Moon Knight S1E6 REVIEW: with so much to do in so little time, Moon Knight rises

Directed by: Mohamed Diab, Aaron Moorhead, Justin Benson

Starring: Oscar Isaac, Ethan Hawke, May Calamawy, F. Murray Abraham


Poster art by Greg Smallwood

Marvel's Moon Knight episode 6 lands a bit shakily but ultimately caps off a series that is both beautifully human and impeccably tragic. “Gods and Monsters” has the lofty responsibility of resolving a multitude of story threads in an unbelievably short time and does so with unabashed empathy and imagination. Though the pacing of this episode led to some uneven moments, the finale of Moon Knight is a solid bookend to this back-alley MCU experiment of a series.

Marc and Steven's journey together bears fruit in this episode, as we've watched them unravel the layers of trauma that served to bind them. This episode lets us see these characters as a cohesive whole, an interesting as well as heartwarming sight, given the tribulations we saw these heroes overcome together. Oscar Isaac gives his best performance of the series in this episode, effortlessly switching between Marc and Steven without satirizing the actual medical condition. From bodily tics to vocal range, Isaac gives his all here and it shows.

Ethan Hawke's Harrow is given a bit more range in this episode. His calm demeanor and usual passivity make him seem in control of every situation he's in. This episode affords a glimpse beneath that veneer. Harrow was once Khonshu's avatar and, if Marc is anything to go by, Moon Knight isn't exactly a stable position. I do wish more time had been devoted to Harrow. His backstory seems so rich, yet we barely get a glimpse of who he is before we are dropped into the story. Moon Knight's finale does what it can to hint at the villain's more violent past but never quite gets to the Tootsie Roll center of the Tootsie Pop.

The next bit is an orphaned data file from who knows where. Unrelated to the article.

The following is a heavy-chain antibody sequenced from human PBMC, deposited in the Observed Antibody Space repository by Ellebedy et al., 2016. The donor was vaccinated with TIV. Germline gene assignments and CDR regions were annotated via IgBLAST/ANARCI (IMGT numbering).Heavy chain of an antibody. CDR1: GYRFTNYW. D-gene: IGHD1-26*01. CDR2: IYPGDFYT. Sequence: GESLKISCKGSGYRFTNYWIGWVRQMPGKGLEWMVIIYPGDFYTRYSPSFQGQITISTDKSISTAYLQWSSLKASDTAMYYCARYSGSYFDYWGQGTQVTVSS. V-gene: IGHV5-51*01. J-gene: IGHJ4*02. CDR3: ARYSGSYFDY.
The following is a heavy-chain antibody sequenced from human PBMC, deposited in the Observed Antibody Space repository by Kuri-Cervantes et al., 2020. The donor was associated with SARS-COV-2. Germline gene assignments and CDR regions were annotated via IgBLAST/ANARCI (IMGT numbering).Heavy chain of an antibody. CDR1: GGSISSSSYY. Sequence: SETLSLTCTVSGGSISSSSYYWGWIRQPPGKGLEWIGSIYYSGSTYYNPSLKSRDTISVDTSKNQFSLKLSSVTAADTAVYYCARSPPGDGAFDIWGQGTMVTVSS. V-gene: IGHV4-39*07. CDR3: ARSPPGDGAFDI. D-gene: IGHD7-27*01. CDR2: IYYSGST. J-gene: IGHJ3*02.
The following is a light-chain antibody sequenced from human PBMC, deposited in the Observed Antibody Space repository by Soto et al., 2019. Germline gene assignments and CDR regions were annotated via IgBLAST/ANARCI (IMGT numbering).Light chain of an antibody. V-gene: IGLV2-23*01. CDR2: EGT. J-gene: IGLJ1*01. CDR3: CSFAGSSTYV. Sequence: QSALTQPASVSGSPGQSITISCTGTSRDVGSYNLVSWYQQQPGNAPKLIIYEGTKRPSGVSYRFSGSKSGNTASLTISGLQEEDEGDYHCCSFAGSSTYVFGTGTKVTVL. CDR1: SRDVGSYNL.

The final episode dives into the symmetry of our hero and villain, a character foil that constantly kept the show so movingly human. Both individuals have sinful pasts that were appropriated by Khonshu and used to manipulate them into performing "righteously" violent acts. Both men are desperate for purpose. Both are avatars, but broken, accustomed to being used as toys rather than voices. I do wish this could've been explored more in connection to their brokenness and the power of belief.

I'm baffled that Marvel's Moon Knight isn't (allegedly) getting a second season. I have no doubt we will see more of the Moonlight Marauder in the MCU's future, but the time spent until then will be marred with sadness. Moon Knight indicates an expansion of the MCU to include more diverse representation in creative storytelling; however, I wish Marvel had initially been more confident in their show and produced more episodes. Regardless, this series has my full recommendation and can be streamed IN FULL on Disney+!

If you've missed out on my previous reviews, you can check them out here ( 1, 2, 3, 4, 5) and help yourself to some delicious Moon Knight reading recommendations below!

RECOMMENDED READING list! You can find these at your LOCAL COMIC BOOK SHOP, maybe even your LOCAL PUBLIC LIBRARY, or even still online at Amazon.

Moon Knight Epic Collection: Shadows Of The Moon (1980)

By Doug Moench & Bill Sienkiewicz

Moon Knight Vol. 1: The Bottom (2006)

By Charlie Huston & David Finch

Moon Knight: The Complete Collection (2016)

by Jeff Lemire & Greg Smallwood

Avengers Vol. 7: The Age of Khonshu (2021)

By Jason Aaron & Gerardo Zaffino


Austin Kemp read Batman #315 (Batman vs Kite Man) when he was 5 years old, and hasn't stopped reading comics since. Austin is a college writing teacher and has a masters degree in Comics Studies. Austin and his partner, Savanah, live in Massachusetts with their master, a cat named Chaplin.

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